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Logistics & College
April 24, 2006 11:11 PM   Subscribe

How can I best get experience in logistics in a college setting?

I've been told that I'd be pretty good in logistics. I have strong skills in data management, I'm very productive, I do things quickly, and I'm highly resourceful.

I don't actually have any logistical experience though - maybe organizing a treasure hunt or two in high school, coordinating bus rides, and that's about it. I'm re-entering college soon and would like to use this time to gain experience, so what's the best way to gain logistical experience (especially related to people and events) in a college setting?

So far I can only think of organizing events, but what else can I dive in to?
posted by divabat to Grab Bag (6 answers total) 1 user marked this as a favorite
 
Go get a job at a local FedEx/UPS shipping center? Seriously -- probably the best logistics experience available on a part-time basis.

Does your college have traveling athletics teams (e.g. a football team)? They'll have team assistants to move team personnel and gear.

Does your college have a campus newspaper? What kinds of circulation model do they use? They'll need coordination between the newsroom, the printing houses and the end destinations.

Does your college have an events group -- on-campus concerts, guest speakers and the like? That's event coordination right there.

Try to think of the problem not in terms of "logistics experience," so much as "what jobs are available that require a mind for logistics, and do those jobs interest me?"
posted by frogan at 11:49 PM on April 24, 2006


Go talk to the athletics director at your school. I ran track and cross country at my university, and then proceeded to help organise track meets during the summer. It's thankless work, but great experience if you want it. Most of the time events such as meets, tournaments etc. are looking for bodies to help out.

Start with a small task for an event, do it well, get known by a few coaches etc. and tell them you want to do more. I went from driving athletes to and from the airport the first year to managing the entire meet budget the next. Organised, efficient and effective people who are willing to work for little more than experience are gold. It won't be hard to find things to do.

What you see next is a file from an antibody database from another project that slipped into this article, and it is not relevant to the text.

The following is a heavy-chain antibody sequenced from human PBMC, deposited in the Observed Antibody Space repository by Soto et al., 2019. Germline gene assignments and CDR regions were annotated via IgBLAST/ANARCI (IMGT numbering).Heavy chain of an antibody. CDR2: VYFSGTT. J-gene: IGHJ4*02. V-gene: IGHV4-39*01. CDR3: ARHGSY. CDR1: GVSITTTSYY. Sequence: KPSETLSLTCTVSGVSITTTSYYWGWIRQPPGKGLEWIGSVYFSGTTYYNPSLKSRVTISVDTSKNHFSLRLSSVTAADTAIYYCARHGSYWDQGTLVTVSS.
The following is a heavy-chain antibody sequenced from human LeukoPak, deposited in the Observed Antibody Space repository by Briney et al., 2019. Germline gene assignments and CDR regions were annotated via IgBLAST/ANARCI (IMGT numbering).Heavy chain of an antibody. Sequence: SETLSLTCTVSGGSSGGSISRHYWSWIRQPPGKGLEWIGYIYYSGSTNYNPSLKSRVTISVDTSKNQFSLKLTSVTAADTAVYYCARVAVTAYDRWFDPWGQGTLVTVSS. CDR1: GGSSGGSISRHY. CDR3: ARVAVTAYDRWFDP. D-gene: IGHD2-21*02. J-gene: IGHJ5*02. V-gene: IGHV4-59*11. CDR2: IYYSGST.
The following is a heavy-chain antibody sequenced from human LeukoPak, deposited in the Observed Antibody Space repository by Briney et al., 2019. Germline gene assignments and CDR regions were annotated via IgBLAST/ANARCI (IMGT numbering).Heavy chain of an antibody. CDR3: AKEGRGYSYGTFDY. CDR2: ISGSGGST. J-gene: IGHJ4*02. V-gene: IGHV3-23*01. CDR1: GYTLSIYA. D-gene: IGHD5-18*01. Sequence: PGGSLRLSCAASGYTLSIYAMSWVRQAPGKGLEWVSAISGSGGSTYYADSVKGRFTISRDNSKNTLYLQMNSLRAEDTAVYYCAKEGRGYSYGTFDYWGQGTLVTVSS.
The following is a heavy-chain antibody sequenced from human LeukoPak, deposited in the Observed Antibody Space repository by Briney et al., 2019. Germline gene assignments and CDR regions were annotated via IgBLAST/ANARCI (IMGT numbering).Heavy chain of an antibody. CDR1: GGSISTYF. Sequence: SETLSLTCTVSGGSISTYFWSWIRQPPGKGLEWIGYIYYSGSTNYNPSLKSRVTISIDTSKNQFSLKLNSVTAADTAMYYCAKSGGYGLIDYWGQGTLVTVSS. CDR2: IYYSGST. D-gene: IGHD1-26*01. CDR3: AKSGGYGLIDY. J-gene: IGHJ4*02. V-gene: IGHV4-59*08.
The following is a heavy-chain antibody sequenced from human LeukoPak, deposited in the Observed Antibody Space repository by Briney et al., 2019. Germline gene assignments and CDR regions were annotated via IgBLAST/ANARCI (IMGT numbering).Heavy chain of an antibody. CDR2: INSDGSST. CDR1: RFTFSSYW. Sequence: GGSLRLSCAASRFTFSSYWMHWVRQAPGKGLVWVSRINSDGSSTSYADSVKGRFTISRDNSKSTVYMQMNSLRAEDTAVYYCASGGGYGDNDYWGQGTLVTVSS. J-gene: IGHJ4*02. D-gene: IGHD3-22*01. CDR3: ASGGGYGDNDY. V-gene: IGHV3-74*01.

posted by jimmythefish at 12:51 AM on April 25, 2006


See if your school does summer programs, or plans visits for prospective students or something. I helped run (and subsequently ran) a summer camp for Comp Sci interested high school students at my University. The ins and outs getting everything ready for two weeks of instruction, room and board, and entertainment for 100 high school students was an eye opener for me. Not to mention keeping an eye on them all once they arrived.
posted by weston at 1:46 AM on April 25, 2006


Building on the good suggestions so far, a more abstract approach would be to pursue your interests with a mind to involving yourself in group activates. Either by finding an existing club/organization and volunteering to help out, or by starting a club for something you are interested in (e.g. film screenings/chess/origami/whatever). A more specific suggestion would be to join the student body organization, which will almost always need things doing.

Alternatively, great pranks are often all about logistics.
posted by MetaMonkey at 2:52 AM on April 25, 2006


Frogan's suggestion of "Does your college have an events group -- on-campus concerts, guest speakers and the like? That's event coordination right there." is exactly what I would say.

I am about to graduate from a school where I spent close to 30 hours a week doing just that - on-campus speakers, lecturers, comedians, etc. - with a committee of dedicated students. Our staff advisor also helped a lot, too. Basically, you want something where you can work a lot with people, coordinating the various group dynamics, scheduling conflicts, facilities reservations, contract negotiations, setup/teardowns, etc. that prove you are excellent at being productive in stressful situations. That's what I define "logistics" as, anyway.
posted by yellowbkpk at 6:17 AM on April 25, 2006


I am not sure what the American equivalent is...but you may like to look into obtaining a CITT (Canadian Institute of Traffic and Transportation; http://www.citt.ca/about/index.html) or a P.MM (Professional Materials Manager) accreditation.

…In the US, perhaps a CPM is the way to go (CPP for us Canadians, I believe) (http://www.ism.ws/Certification/index.cfm).

Work towards these accreditations can all begin at the college or university level.

These all involve supply management, in which logistics is fundamental.

Hope this helps
posted by strangelove at 1:17 PM on April 25, 2006


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